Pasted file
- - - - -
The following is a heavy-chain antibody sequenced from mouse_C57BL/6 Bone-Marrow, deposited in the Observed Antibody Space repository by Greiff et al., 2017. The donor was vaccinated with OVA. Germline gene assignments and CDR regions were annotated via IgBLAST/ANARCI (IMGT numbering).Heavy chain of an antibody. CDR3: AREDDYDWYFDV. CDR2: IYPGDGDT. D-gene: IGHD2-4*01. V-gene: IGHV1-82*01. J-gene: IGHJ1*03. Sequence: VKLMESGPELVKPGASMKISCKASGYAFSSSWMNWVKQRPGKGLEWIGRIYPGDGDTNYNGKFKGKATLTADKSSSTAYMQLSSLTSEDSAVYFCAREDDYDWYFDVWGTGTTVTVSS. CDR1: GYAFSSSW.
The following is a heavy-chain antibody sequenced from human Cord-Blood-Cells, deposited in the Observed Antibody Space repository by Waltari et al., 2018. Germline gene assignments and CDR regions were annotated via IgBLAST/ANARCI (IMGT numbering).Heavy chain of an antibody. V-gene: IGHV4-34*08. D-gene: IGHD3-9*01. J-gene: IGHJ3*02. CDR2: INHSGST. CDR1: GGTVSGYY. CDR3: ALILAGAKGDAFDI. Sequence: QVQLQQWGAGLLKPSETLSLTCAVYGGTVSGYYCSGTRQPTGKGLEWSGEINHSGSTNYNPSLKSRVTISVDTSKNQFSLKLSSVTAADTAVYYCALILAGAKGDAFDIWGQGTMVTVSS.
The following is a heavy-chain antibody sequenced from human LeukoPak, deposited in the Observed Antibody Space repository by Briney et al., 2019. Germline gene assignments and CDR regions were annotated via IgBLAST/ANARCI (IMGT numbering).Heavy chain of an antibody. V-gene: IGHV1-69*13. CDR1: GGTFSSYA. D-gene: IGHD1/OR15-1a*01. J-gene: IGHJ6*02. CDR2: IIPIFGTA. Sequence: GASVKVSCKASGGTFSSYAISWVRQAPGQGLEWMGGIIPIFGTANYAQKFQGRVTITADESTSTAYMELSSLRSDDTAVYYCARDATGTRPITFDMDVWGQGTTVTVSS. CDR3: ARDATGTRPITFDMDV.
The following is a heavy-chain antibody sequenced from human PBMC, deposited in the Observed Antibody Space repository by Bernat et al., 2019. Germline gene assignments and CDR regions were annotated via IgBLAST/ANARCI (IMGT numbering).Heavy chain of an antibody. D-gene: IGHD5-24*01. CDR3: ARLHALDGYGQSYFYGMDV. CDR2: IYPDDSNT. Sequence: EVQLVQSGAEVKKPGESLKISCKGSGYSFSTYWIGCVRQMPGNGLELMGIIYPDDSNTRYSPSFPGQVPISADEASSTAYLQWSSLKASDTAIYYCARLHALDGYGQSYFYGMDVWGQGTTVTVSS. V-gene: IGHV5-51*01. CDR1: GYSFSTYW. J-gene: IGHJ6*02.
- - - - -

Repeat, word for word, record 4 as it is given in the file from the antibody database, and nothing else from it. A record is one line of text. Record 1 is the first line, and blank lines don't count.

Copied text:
The following is a heavy-chain antibody sequenced from human PBMC, deposited in the Observed Antibody Space repository by Bernat et al., 2019. Germline gene assignments and CDR regions were annotated via IgBLAST/ANARCI (IMGT numbering).Heavy chain of an antibody. D-gene: IGHD5-24*01. CDR3: ARLHALDGYGQSYFYGMDV. CDR2: IYPDDSNT. Sequence: EVQLVQSGAEVKKPGESLKISCKGSGYSFSTYWIGCVRQMPGNGLELMGIIYPDDSNTRYSPSFPGQVPISADEASSTAYLQWSSLKASDTAIYYCARLHALDGYGQSYFYGMDVWGQGTTVTVSS. V-gene: IGHV5-51*01. CDR1: GYSFSTYW. J-gene: IGHJ6*02.